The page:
This Russian Bullet Tears Right Through Body Armor
Video Report Above: Army Research Lab Develops AI-Enabled Robot Tanks
By Charlie Gao, The National Interest
Russia’s 12.7x55mm caliber is one of the strangest calibers in active use. A thick but short case, the caliber is optimized for throwing heavy bullets at low velocities, which has made it useful for a variety of special purposes.
The first and original role the 12.7x55mm was designed for was being a more “beefy” version of the 9x39mm suppressed armor-piercing cartridge. The 6S8 VSK/VSSK rifle is chambered in 12.7x55mm and is designed to defeat targets in heavier body armor that cannot be reliably penetrated by the smaller 9x39mm cartridge. This is an implicit acknowledgment that the 9x39mm cartridge, while designed to defeat Cold War body armor, may not cut it against modern ceramic plate armor. But the VSK has not seen much field usage despite being “adopted” by the FSB, which seems to prefer traditional designated marksman rifles such as the SVD or the German H&K MR308 from photos from the field.
However, Russian industry soon found another role for the round as an extreme “stopping” power round for close combat. The RSh-12, a large frame, bottom barrel revolver was the first gun released in the caliber. However in the “stopping power” role, the round was revised to use far smaller bullets than in the sniper role, making the ammunition non-interchangeable despite using the same casing. This can be seen in this photo, which has the short “assault” 12.7x55mm cartridges in the left column and the longer “sniper” 12.7x55mm cartridges in the center column.
But as the VKS, the RSh-12 does not seem to have had much success in use. A blog has speculated that the revolver stopped being shown at trade shows due to adoption by Russian law enforcement and security agencies, but there are practically no photos of it being in use, and the development of the Russian PL-15 and the adoption of the Austrian Glock 17 suggest that operator preference is for faster, more rapid shooting guns in intermediate calibers rather than larger “hand cannons.”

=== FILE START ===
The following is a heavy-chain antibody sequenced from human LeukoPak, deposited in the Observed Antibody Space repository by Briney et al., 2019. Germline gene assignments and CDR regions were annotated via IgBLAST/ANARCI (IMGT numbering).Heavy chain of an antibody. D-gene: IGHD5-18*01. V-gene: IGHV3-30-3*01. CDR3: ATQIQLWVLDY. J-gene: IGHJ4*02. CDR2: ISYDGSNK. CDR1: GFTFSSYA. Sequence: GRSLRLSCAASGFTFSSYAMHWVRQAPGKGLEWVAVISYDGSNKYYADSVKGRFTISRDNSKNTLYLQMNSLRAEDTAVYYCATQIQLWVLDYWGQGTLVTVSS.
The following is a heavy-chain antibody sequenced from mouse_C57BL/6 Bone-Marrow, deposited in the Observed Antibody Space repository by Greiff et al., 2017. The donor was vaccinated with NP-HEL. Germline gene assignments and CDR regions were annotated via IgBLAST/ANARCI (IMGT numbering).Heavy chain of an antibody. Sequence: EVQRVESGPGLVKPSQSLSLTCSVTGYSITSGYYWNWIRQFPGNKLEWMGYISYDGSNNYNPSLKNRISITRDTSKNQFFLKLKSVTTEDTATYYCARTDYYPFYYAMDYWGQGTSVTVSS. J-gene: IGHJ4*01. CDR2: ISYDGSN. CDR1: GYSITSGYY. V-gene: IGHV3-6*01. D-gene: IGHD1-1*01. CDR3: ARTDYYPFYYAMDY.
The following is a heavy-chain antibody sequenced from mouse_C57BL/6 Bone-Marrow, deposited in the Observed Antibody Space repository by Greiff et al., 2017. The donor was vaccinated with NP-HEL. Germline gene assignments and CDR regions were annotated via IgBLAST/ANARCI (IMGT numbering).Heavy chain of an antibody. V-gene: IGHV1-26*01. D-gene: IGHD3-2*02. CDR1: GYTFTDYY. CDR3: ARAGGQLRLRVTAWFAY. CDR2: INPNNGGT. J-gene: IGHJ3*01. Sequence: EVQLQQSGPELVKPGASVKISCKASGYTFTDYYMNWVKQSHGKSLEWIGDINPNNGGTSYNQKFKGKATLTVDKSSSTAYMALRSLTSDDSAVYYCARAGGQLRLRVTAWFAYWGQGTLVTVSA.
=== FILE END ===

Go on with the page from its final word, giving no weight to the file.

The most recent development is the ShAK-12, otherwise known as the ASh-12.7. Small Arms Defense Journal speculated that the use of 12.7x55mm in this role stemmed from the 9x39’s success as a “stopping power” cartridge. A bullpup carbine chambered in the shorter “assault” 12.7x55mm round, the ASh-12.7 makes a lot more sense than the revolver, as the invariably heavy recoil of the round is more easily controlled in a carbine or rifle format than in a handgun. The design of the ASh-12 is derived from the VKS, as evidenced by the shape of the receiver and stock, but the rifle features many improvements and differences, many of which stem from it being selective fire and meant for the assault role. The resulting firearm also has some very interesting ergonomic features for a Russian firearm, diverging from traditional Russian or Soviet designs.
First of all, the ASh-12.7 features a thumb safety separate from the firemode selection. The safety is placed in an ergonomic position where it can be easily actuated from a firing grip, but the fire selection is placed in the rear of the rifle near the magazine well. The British L85 rifle places its fire selector in a similar position to make switching the firemode a slow deliberate action by the operator, but the decision to place it there has been criticized by many of its users. The ASh-12.7 also features a spring loaded dust cover similar to those found on Armalite rifles, something rarely seen on Russian or Soviet firearms.
Despite its advanced features and unique capability, the ASh-12.7 also seems to be having a lukewarm reception by Russian special units, and seems to have remained an “arms show” gun, with more photos of people in suits holding it than people in combat dress. Perhaps it will see more use as modern body armor proliferates more to insurgent groups in Russia. But for the time being, AK rifles remain the primary long arms in use by Russian assault teams.
Charlie Gao studied political and computer science at Grinnell College and is a frequent commentator on defense and national security issues. This article first appeared earlier this year and is being republished due to reader interest.